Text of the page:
A more difficult case is presented by warrantless seizures or searches of intrinsically innocent objects or containers when probable cause is based on the police officer's experience and training in associating such objects with criminal activity. We recognize that in some situations a police officer may have particular training or experience that would enable him to infer criminal activity in circumstances where an ordinary observer would not. E.g., United States v. Green, 670 F.2d 1148 (D.C. Cir. 1981) (sequence of events between three persons on street corner, furtive movements of cupped hands, and flight, sufficient to support finding of probable cause by experienced narcotics investigator). In such situations, when an officer's experience and expertise is relevant to the probable cause determination, the officer must be able to explain sufficiently the basis of that opinion, so that it "can be understood by the average reasonably prudent person." W. LaFave, Search and Seizure, § 3.2(c) (1987).
For example, the police officer in Texas v. Brown, supra, 460 U.S. 730, 103 S.Ct. 1535, 75 L.Ed.2d 502 , seized an uninflated, opaque party balloon that he saw on the front seat of the defendant's car. The Supreme Court, in sustaining the search, noted that such a balloon, innocuous in some situations, was so probative of a criminal purpose in the circumstances there that it furnished the police with probable cause to justify the warrantless seizure. The officer in Brown testified that, based on his experience, he was aware that narcotics frequently were packaged in such balloons. This testimony was later corroborated by a police department chemist. The officer explained that he had also seen in the car some small plastic vials, loose white powder, and additional balloons. Surely, in those circumstances the average person can well understand the reasons for the officer's conclusion.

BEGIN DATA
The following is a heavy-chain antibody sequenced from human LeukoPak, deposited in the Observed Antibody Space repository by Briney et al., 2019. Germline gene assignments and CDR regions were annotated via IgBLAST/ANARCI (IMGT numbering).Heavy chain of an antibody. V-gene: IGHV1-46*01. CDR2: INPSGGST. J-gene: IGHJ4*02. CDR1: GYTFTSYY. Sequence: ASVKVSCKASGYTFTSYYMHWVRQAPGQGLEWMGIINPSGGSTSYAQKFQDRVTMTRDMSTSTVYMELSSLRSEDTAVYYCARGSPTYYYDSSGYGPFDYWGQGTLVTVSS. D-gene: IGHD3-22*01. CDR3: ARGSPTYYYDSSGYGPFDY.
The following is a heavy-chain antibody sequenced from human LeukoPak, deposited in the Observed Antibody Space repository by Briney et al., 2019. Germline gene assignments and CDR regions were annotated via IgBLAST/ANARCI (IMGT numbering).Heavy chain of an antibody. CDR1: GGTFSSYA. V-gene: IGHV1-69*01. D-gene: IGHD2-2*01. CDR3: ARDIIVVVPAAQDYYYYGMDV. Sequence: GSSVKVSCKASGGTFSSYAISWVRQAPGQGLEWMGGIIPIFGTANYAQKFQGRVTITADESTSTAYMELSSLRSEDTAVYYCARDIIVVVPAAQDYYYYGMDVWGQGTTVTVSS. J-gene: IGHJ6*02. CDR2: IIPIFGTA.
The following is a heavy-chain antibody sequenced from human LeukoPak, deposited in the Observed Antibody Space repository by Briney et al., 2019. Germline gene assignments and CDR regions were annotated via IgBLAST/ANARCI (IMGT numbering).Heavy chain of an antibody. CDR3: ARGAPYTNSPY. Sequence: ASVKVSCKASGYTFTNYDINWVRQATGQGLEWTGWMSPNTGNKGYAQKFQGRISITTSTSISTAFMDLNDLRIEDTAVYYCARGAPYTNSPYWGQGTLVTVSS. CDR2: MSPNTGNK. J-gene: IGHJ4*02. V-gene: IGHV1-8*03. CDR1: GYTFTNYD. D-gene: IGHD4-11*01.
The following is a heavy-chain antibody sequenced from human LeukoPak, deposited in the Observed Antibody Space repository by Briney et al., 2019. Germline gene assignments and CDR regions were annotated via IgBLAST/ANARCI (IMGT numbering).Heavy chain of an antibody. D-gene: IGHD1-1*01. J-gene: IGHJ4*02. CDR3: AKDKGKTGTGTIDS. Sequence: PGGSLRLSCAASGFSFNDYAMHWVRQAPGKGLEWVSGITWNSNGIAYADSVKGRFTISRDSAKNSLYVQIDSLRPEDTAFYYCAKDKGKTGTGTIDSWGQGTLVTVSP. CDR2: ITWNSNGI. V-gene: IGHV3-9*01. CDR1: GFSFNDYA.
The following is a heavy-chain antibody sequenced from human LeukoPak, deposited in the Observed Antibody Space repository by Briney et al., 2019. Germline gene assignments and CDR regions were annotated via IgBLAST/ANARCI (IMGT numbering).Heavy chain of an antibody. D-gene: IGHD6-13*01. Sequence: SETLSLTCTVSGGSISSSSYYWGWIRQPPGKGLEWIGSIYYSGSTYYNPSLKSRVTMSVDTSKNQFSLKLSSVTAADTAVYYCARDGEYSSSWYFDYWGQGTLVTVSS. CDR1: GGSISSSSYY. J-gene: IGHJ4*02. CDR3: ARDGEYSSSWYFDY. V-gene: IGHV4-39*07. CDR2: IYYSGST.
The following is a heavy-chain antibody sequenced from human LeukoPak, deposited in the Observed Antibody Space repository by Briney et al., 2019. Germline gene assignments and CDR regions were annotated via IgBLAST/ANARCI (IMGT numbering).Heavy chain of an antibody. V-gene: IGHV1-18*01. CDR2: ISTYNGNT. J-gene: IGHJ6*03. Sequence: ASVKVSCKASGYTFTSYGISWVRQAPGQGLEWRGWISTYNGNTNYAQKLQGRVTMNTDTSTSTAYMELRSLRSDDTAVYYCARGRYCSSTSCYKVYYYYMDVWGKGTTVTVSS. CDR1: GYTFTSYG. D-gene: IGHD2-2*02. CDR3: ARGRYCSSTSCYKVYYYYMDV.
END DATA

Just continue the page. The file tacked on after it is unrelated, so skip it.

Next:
In this case, the police discovered an object that appears intrinsically innocent. The object seized and searched was an opaque film canister, unaccompanied by a camera or other film accessory. Neither the configuration nor the design of such a container "proclaims its contents." Nor were the contents of the canister visible to the officer. If a finding of probable cause that its contents were criminal is to be sustained, then, it must be shown here that the officer's conclusion, when viewed in light of his special training or experience, would persuade the average reasonably prudent person that such a finding was justified.
We agree with the Appellate Division that the explanation for his opinion offered by the officer does not meet that standard. A mere assertion of the officer's belief is insufficient. See Donaldson v. State, 46 Md. App. 521, 420 A.2d 281 (1980) (officer's testimony that he was 100 percent sure film canister contained drugs not sufficient when no explanation of how his expertise led to that conclusion); Sullivan v. State, 626 S.W.2d 58, 60 (Tex.Crim.App. 1981) (evidence insufficient to support finding of probable cause that pill bottle contained illegal drugs when police officer did not establish specialized knowledge but said merely that "in my personal and professional opinion I thought it may possibly be some kind of narcotic"). Although courts take into account the "specialized experience and work-a-day knowledge" of police officers, State v. Contursi, 44 N.J. 422, 431, 209 A.2d 829 (1965), we have always emphasized that a police officer's search and seizure would be considered reasonable only if it conformed to "an objective standard of reasonableness." State v. Reldan, 100 N.J. 187 , 202, 495 A.2d 76 (1985) (citing State v. Bruzzese, supra, 94 N.J. 210, 463 A.2d 320). Thus, the subjective beliefs of the officer, even if justified by his personal circumstances, are not dispositive. Rather, what is dispositive are the objective factors that would lead any officer with similar training and experience reasonably to conclude that drugs were in the canister. The experience that the officer detailed at the suppression hearing is not sufficient to warrant that conclusion with any objective probability.